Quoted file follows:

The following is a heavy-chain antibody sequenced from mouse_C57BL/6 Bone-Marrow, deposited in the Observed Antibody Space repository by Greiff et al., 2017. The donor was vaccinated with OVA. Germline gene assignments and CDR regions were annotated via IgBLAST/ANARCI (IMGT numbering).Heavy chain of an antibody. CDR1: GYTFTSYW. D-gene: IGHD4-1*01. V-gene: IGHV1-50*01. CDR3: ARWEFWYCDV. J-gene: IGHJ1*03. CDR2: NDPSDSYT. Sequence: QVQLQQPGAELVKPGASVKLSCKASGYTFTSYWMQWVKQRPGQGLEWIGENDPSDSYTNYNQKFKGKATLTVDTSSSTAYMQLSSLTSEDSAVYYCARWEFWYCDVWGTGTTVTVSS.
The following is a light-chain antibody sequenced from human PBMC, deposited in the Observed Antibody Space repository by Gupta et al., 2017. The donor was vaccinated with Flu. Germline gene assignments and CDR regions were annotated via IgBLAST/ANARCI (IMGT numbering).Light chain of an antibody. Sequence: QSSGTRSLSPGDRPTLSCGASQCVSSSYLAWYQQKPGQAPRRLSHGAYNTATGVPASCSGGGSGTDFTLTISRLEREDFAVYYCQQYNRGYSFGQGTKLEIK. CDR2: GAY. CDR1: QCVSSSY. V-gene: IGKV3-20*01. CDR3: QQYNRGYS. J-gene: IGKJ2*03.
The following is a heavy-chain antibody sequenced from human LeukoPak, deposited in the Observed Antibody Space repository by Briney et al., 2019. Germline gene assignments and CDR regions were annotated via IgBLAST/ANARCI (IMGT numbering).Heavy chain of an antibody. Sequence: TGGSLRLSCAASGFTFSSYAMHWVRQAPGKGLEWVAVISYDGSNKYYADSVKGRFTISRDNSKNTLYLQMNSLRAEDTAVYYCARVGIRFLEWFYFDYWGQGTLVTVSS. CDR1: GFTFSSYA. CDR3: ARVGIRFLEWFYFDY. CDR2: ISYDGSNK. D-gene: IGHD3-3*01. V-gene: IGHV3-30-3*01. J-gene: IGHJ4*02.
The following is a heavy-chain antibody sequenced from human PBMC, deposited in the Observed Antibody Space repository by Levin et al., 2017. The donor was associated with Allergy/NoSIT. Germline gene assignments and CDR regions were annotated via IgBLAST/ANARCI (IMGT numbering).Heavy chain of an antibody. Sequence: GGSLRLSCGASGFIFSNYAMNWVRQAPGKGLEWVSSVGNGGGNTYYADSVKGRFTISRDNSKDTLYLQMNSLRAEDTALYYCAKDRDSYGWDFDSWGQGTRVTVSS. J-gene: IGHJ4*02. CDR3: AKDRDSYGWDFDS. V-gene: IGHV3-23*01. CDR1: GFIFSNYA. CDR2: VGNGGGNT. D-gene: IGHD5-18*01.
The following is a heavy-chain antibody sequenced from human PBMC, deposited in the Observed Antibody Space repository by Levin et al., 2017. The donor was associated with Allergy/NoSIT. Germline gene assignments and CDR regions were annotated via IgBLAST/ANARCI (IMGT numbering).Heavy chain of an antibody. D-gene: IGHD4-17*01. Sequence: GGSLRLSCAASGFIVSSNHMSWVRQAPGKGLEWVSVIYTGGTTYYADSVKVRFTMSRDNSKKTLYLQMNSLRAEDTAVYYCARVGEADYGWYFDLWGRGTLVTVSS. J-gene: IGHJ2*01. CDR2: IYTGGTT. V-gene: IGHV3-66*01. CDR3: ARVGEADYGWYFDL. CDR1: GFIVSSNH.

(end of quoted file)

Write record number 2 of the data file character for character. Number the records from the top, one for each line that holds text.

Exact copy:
The following is a light-chain antibody sequenced from human PBMC, deposited in the Observed Antibody Space repository by Gupta et al., 2017. The donor was vaccinated with Flu. Germline gene assignments and CDR regions were annotated via IgBLAST/ANARCI (IMGT numbering).Light chain of an antibody. Sequence: QSSGTRSLSPGDRPTLSCGASQCVSSSYLAWYQQKPGQAPRRLSHGAYNTATGVPASCSGGGSGTDFTLTISRLEREDFAVYYCQQYNRGYSFGQGTKLEIK. CDR2: GAY. CDR1: QCVSSSY. V-gene: IGKV3-20*01. CDR3: QQYNRGYS. J-gene: IGKJ2*03.